We are stretching in ahavas yisrael together to create z’chusim for K’lal Yisrael in these urgent times.
Last week’s stretch of the week was: Pick one person to gently help guide in improving their spiritual growth. Remind yourself that this should be a selfless act and is a chessed.
Please allow ONE person to share her experience with this exercise for ONE minute.
Taking A Deeper Look - Lesson #9
PART 3 - Different Types of Aveiros/Limits of the Obligation
In both mitzvos between man and his fellow man and those between man and HaShem the mitzva of tochacha applies. In the case of bain adam l’chaveiro, if one person wrongs another, the wronged party should not hold in his anger and foster hatred toward the wrongdoer; that is the way of the resha’im, and is a violation of the halacha of lo sisna. Instead, he should inform the other person of his dissatisfaction, and say, “why did you do such and such and sin against me in this way?” This open rebuke gives the person a chance to explain himself if applicable, and to apologize if necessary, clearing the air and restoring peace between them.
In the case of a transgression bein adam LaMakom, we have an equal obligation to speak up, since every Jew should feel responsible not only for his own spiritual success but for that of other Jews as well. Therefore, if we see another Jew sinning against HaShem or slipping off the derech, we are obligated to explain to him what he is doing wrong and to help him get back onto the right path.
The extent of our obligation can be seen from the following halacha: A person who is capable of protesting against wrongdoing and does not do so is held responsible and is heavenly punished for that aveira, even if he himself is a complete tzaddik. For example, if he can object to a transgression that was committed in his household, in his city or even in the entire world (if he is a person of repute whose words are widely heeded), and he remains silent, he will be held accountable for those sins! (Mishpetei HaShalom 9:9-10, 18)
Sometimes, there is an obligation to speak up in order to protest the chillul HaShem caused by someone’s actions or to prevent others from being drawn after their ways. This is especially important in a situation where remaining silent might be interpreted as agreement with the wrongdoing – “if so and so didn’t say anything, it must be all right.” Often, peaceful demonstrations are organized for this reason even when no practical results are expected to emerge from them; in such a situation the protest serves to express our own disapproval of the sin and to discourage others from being pulled in that direction.
Today, when many sinners have not intentionally rejected the way of Torah but are merely ignorant of their heritage, or misinformed, there certainly is great merit in introducing them to the mitzvos and allowing them to taste of the Torah’s nectar; in many cases, that is all the “rebuke” they will need in order to begin a process of correcting their ways. (Mishpetei HaShalom 9:7-8, 26-27)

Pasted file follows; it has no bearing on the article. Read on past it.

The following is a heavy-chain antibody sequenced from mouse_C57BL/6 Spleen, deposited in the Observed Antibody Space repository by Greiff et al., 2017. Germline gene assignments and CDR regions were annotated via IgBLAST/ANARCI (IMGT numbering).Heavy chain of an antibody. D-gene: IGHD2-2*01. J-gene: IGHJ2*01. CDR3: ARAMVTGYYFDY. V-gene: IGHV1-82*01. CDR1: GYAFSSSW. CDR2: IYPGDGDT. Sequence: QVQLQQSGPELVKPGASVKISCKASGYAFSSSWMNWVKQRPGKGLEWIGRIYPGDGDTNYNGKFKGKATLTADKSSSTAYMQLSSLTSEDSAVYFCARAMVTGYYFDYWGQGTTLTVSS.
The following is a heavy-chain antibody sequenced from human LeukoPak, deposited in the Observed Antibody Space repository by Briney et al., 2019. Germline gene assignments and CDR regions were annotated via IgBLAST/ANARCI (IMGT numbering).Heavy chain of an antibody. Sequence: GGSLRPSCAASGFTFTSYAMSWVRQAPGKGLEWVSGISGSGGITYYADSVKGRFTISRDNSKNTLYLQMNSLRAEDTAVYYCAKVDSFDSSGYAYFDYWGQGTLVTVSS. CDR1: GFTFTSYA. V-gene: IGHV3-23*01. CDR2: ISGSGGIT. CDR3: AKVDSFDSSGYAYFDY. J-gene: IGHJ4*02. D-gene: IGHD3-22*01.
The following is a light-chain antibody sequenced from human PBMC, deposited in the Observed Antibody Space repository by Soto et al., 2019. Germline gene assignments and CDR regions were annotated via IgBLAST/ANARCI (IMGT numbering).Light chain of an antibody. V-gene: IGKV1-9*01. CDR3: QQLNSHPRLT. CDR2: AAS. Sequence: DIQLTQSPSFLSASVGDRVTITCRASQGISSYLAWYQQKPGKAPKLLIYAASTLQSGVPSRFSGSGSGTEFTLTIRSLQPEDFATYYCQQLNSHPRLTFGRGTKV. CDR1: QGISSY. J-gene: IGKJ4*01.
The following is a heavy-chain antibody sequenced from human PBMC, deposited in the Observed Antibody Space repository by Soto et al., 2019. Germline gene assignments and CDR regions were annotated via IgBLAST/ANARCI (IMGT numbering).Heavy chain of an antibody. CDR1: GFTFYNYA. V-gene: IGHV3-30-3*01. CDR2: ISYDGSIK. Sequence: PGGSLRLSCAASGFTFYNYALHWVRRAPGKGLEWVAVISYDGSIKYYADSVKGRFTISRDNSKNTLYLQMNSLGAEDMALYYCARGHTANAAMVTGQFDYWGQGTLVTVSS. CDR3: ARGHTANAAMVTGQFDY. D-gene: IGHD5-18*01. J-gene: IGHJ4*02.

(Excerpts from The Code of Jewish Conduct by Rabbi Yitzchok Silver)
Story: (based on a true story)
In this day and age moral sensitivities are at an all time low so I was pleasantly surprised by the reaction of many neighbors to our local protest. Apparently, a new chain store was scheduled to open and planned to use extremely immodest photos in their storefront window. Some of the people in our shul were outraged and decided to organize a meeting to discuss the appropriate course of action to take in this matter. Many people questioned those who would have the chutzpa to protest against the advertising of a popular women’s clothing chain. Although this store is known for its inappropriate publicity (in an area predominantly populated with women who underrate modesty), we believed we had a mission.
There were other contenders who felt that if a community doesn’t take responsibility for the potential moral decay, especially when it’s near your family, who will?
Personally, I was stuck in the middle. I empathized with the individuals who believed in a free state – allowing anyone to do anything they want without protest. It did seem ridiculous for a bunch of religious Jews from the local shul to stand in front of a store and protest its advertising campaign. What would we accomplish in the end besides looking like a bunch of crazy fanatics? Nevertheless, the protest took place and surprisingly, was extremely well attended, not only by the members of our shul but by the non-Jewish and non-religious neighbors as well. There were men shouting “Protect our neighborhood!” and women holding signs which read “Why expose our children to this?” It attracted media attention and my worst fears never materialized. I thought that by standing up for our values, we would be laughed at and scorned. Instead I witnessed people who respected our convictions and valued our input. I even heard one woman blurt out “It’s about time someone stood up for this! Everyone is so worried about being politically correct that they lose their core values!” This was stated by a woman who was not one of the members of our shul. Even though I didn’t take such an active role in this particular situation, it provided me with a great lesson in self-esteem and hopefully the courage to stand up for what’s right in the future.
Discussion Question Options:
If you saw an individual or group of people breaking halacha, would you have the courage to talk to them about it? Why or why not?
When should we “mind our own business” and when should we step in and get involved?
When someone is making a mistake out of ignorance and we know we have the knowledge to help them, how can we overcome our inhibitions so we can help them?
Stretch of the Week:
Think about a problem or issue you would like to help correct and make one phone call about it this week.